He said the deployment started at around 10:30 pm (1930 GMT), just 90 minutes before Maliki gave his speech.

While it remains unclear whether Maliki has a valid constitutional argument, the mass deployment of counter-terrorism SWAT teams across Baghdad was an obvious show of force.

"Several streets have been closed... as well as some key bridges," said an official at the interior ministry. "It's all linked to the political situation."

In his brief address, Maliki said Iraq was facing a "dangerous" situation and urged "the sons of Iraq" to be on alert.

Masum is a Kurd and relations between Baghdad and the autonomous Kurdish region in northern Iraq have been strained of late. There have also been reports of growing anti-Arab sentiment in Kurdistan with a large protest held in Erbil on Saturday.

The Kurds have long complained that the federal government was not sending them their 17 percent share of federal oil resources.

Kurdish peshmerga fighters then seized long-coveted areas which were in dispute with Baghdad, including the oil-rich Kirkuk region, when routed federal forces retreated in the face of the extremist onslaught two months ago.

That prompted Maliki to accuse the Kurdistan Regional Government of siding with the Islamic State (IS) group and the "caliphate" it declared in late June over parts of Iraq and Syria.

Cash-strapped Kurdistan's troops initially fared better than Baghdad's but over the past week militants have made spectacular gains, seizing the country's largest dam and advancing within striking distance of the Kurdish capital.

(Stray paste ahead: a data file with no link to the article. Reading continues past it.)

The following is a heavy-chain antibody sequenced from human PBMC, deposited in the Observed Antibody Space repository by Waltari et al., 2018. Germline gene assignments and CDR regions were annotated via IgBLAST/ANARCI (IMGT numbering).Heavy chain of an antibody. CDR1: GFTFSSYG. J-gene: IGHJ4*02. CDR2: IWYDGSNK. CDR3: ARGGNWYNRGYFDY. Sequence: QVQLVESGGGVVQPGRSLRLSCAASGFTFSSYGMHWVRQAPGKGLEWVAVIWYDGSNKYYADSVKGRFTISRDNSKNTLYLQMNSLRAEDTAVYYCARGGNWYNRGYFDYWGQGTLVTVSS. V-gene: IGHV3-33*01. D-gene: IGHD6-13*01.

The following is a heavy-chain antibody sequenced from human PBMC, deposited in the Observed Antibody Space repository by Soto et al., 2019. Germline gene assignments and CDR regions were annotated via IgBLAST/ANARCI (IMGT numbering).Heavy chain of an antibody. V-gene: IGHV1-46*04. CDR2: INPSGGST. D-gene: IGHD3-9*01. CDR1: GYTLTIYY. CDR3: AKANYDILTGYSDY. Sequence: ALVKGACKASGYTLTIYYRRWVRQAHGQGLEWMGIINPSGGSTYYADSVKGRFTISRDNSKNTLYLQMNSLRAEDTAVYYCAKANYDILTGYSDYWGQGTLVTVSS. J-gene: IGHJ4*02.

Peshmerga fightback

The militant advances, in part, prompted US President Barack Obama to announce on Thursday he was sending warplanes back over the skies of Iraq for the first time since the last US troops withdrew in 2011.

His other justification for intervention, Obama said, was the risk of an impending genocide against the Yazidi minority, many of whose people had been stranded on a mountain in the Sinjar region following an IS attack.

Three days of strikes by US jets and drones appeared to make an impact on both fronts, raising hopes that US intervention could turn the tide on two months of extremist expansion.

"The peshmerga have liberated Makhmur and Gwer," peshmerga spokesman Halgord Hekmat told AFP, adding that "US aerial support helped."

Meanwhile, officials said 20,000 mostly Yazidi civilians who had been trapped on Mount Sinjar since extremists overran their hub of Sinjar a week ago had managed to escape.

They were escorted through Syria and back into Iraqi Kurdistan by Kurdish forces and added to the more than 200,000 displaced people who have already entered the autonomous region since 3 August, according to figures provided by several aid groups.

Only hours before Maliki spoke on television, French Foreign Minister Laurent Fabius was in Iraq to supervise the delivery of French aid.

Britain has also joined a humanitarian effort, which Obama said was aimed at averting an impending genocide by sending in transport planes to drop emergency supplies to Sinjaris.

At pains to assure war-weary Americans he was not being dragged into a new Iraqi quagmire, Obama on Saturday put the onus on Iraqi politicians to form an inclusive government.